Saturday, March 19, 2011

Writing a Synopsis

anxieties,business,businesspeople,businesswomen,deadlines,emotions,females,paperwork,people,people at work,persons,stress,time management,times,women,worriesRecently I had to write a synopsis for a critique. I spent three grueling days trying to narrow down a complete novel into one page. I am posting something I found while googling "how to write a synopsis" that I found helpful. Thought I'd share.

A Basic Guide to Writing Synopses

By Theresa Rizzo 2007

A synopsis is a brief summary of the novel that provides key information about the characters, plot and conflict.

· It is almost always written in third person, present tense.

· Do not justify the right margin.

· Use 1" margins on all sides.

· It is common to type a character's name in all caps—or to bold it, the first time he or she is introduced.

· In the synopsis tell the whole story, hitting the essential plot points—including the ending.

· Most agents and editors prefer a fiction synopsis about 2-3 pages double-spaced these days.

· The greatest challenge is to write as cleanly and as tightly as possible, using powerful verbs and few adverb and adjectives.

· Contrary to novel writing, in a synopsis you tell rather than show.

· It’s written as one long unified narrative.

· Use no dialogue.

· Do not include subplots in a very short synopsis.

· Move smoothly from one event to another.

· Weave characterization into the action.

· Be sure to include characters' motivations.

· The tone/style of writing in the synopsis should reflect the tone/style of the book.

I typically start with a premise—or log line. A two sentence little blurb to hook the agent/editor, introduce the main plot, key conflict, and characters, then progress by introducing the main character, what her goal is and why she can’t immediately attain it (conflict). Then we move into the action of the story, but while hitting the highlights of the plot, it’s important to remember to tell the motivation and how the protagonist feels about and is affected by the things that happen in the story.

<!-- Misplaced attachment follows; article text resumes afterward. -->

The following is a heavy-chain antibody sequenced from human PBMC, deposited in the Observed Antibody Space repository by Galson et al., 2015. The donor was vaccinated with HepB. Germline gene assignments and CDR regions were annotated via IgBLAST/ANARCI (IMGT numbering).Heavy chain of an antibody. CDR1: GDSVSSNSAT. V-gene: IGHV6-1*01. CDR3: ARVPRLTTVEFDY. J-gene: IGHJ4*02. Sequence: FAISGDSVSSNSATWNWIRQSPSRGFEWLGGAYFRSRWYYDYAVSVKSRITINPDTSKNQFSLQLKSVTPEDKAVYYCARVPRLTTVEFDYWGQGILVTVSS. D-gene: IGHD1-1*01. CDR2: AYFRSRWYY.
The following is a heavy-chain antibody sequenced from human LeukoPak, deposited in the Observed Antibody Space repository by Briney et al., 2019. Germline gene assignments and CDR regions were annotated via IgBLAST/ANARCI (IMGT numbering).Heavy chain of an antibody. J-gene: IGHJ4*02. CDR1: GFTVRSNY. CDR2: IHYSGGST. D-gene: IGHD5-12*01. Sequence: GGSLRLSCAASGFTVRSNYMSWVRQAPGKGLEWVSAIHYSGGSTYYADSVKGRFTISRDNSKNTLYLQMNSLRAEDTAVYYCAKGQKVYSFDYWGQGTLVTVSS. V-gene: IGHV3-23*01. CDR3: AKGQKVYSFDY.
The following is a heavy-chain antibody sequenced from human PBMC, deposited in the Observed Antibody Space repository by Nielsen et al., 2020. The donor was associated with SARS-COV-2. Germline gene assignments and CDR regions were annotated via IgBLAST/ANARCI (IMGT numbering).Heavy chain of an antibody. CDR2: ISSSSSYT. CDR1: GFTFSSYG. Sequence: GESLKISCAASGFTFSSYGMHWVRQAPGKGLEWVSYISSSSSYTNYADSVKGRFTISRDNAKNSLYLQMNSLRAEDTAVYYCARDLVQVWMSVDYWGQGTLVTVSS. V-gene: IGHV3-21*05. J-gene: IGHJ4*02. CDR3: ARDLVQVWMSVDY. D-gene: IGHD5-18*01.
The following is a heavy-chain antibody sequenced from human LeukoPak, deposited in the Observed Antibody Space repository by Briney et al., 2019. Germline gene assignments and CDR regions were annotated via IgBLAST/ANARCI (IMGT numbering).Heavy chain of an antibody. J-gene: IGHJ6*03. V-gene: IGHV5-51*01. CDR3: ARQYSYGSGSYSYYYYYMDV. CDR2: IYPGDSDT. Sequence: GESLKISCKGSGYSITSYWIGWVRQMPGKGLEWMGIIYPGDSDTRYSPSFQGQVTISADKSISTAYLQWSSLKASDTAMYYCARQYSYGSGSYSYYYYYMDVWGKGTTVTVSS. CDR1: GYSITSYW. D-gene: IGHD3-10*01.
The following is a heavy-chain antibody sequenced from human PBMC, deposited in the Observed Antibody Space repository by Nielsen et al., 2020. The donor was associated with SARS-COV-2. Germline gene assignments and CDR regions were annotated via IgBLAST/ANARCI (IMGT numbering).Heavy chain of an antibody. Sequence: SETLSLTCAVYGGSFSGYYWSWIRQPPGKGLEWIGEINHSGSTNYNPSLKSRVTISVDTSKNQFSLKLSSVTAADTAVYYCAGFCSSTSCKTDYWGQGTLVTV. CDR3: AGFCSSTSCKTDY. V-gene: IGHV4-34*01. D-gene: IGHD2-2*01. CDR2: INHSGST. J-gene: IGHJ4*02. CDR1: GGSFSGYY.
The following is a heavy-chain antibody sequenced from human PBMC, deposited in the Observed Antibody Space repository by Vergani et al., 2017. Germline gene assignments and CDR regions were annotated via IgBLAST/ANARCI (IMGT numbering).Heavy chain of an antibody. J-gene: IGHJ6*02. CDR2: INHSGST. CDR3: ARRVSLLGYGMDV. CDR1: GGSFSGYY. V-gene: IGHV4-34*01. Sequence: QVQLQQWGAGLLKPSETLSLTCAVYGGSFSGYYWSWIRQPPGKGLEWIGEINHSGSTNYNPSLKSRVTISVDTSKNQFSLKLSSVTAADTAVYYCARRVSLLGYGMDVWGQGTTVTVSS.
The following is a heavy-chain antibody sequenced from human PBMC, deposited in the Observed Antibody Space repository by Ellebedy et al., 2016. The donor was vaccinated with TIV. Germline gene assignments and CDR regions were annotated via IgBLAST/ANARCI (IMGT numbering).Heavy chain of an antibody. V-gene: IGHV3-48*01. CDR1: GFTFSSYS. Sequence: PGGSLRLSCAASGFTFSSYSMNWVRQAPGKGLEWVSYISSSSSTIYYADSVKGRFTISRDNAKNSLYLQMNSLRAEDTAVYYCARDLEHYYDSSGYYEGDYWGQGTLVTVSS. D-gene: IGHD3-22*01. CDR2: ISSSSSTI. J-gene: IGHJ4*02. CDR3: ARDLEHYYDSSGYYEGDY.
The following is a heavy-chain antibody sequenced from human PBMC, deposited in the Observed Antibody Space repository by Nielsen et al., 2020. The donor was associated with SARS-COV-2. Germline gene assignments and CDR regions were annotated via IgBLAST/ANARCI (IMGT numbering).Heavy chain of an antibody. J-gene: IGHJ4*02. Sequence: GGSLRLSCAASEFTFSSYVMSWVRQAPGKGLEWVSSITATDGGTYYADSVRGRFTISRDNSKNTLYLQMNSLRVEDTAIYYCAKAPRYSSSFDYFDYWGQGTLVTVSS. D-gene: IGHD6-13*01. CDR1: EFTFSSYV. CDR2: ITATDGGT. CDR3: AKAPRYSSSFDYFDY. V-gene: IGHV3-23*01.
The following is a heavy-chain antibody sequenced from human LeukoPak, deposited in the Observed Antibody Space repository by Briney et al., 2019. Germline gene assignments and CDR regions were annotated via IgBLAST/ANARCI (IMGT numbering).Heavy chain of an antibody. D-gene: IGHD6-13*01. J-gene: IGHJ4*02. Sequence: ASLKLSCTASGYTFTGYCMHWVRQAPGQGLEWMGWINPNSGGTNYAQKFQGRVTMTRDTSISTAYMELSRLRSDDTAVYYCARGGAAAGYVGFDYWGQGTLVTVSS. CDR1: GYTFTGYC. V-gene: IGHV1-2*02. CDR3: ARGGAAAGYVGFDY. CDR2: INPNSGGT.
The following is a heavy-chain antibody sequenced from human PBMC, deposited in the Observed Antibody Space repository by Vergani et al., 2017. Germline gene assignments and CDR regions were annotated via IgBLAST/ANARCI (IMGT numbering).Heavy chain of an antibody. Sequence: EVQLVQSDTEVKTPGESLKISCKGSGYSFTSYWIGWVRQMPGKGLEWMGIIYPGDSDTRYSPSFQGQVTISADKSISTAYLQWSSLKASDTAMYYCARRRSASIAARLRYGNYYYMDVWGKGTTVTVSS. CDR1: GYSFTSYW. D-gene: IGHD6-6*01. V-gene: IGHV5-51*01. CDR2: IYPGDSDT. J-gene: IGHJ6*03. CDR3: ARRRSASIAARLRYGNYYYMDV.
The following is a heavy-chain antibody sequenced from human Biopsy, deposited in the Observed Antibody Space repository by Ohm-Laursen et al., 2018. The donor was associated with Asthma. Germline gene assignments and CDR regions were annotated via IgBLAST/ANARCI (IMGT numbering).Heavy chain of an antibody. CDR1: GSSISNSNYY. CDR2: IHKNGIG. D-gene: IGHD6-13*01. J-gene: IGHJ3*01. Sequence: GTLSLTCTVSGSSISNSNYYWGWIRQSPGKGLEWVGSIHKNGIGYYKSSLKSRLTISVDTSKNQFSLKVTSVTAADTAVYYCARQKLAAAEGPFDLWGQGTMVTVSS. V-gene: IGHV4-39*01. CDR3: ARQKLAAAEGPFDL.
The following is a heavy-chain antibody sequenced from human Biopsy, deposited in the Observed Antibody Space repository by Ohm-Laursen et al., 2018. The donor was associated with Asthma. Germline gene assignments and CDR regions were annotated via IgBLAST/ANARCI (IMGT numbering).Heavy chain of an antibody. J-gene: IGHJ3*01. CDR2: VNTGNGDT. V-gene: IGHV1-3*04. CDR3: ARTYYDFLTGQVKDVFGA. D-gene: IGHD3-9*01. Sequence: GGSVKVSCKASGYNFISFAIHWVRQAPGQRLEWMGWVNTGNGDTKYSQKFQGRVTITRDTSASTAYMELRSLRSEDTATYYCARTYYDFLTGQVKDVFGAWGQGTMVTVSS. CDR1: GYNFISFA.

Do you have any synopsis nightmares or helpful stories to share?


Anonymous said...

I appreciate the ideas--I find writing a synopsis very difficult. I had to write one recently as well, and found myself banging my head on my desk. :) Love the blog; glad I found you. (And congrats on the win over at Market My Words!) :)

Wendy Lawrence

Janet Johnson said...

Ooof! Best of luck doing your synopsis. They are NOT easy.

Shannon O'Donnell said...

Congrats on your win at Market My Words! :-)

Rita Monette, Writer said...

Thanks for the comment, Wendy. Yeah, why do they put us through that whole synopsis torture anyway? Is it so that we might actually know what our story is about? LOL.

Thanks for the contrats! I was so excited to win, I ran through the house shouting "I won, I won." My husband said, "What did you win? A car? a cruise?" But he also added that I was a winner, even if I hadn't won the contest.

Rita Monette, Writer said...

Thanks Shannon. And thanks for the "follow."